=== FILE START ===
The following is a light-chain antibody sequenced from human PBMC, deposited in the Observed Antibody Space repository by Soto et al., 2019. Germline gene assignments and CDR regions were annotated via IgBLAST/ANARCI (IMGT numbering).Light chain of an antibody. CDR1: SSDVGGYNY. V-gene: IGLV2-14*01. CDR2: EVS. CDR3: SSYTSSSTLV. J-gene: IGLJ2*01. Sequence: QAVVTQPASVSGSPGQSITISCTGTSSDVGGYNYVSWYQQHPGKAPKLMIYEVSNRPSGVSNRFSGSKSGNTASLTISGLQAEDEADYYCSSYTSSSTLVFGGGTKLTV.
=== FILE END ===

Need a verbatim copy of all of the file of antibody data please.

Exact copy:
The following is a light-chain antibody sequenced from human PBMC, deposited in the Observed Antibody Space repository by Soto et al., 2019. Germline gene assignments and CDR regions were annotated via IgBLAST/ANARCI (IMGT numbering).Light chain of an antibody. CDR1: SSDVGGYNY. V-gene: IGLV2-14*01. CDR2: EVS. CDR3: SSYTSSSTLV. J-gene: IGLJ2*01. Sequence: QAVVTQPASVSGSPGQSITISCTGTSSDVGGYNYVSWYQQHPGKAPKLMIYEVSNRPSGVSNRFSGSKSGNTASLTISGLQAEDEADYYCSSYTSSSTLVFGGGTKLTV.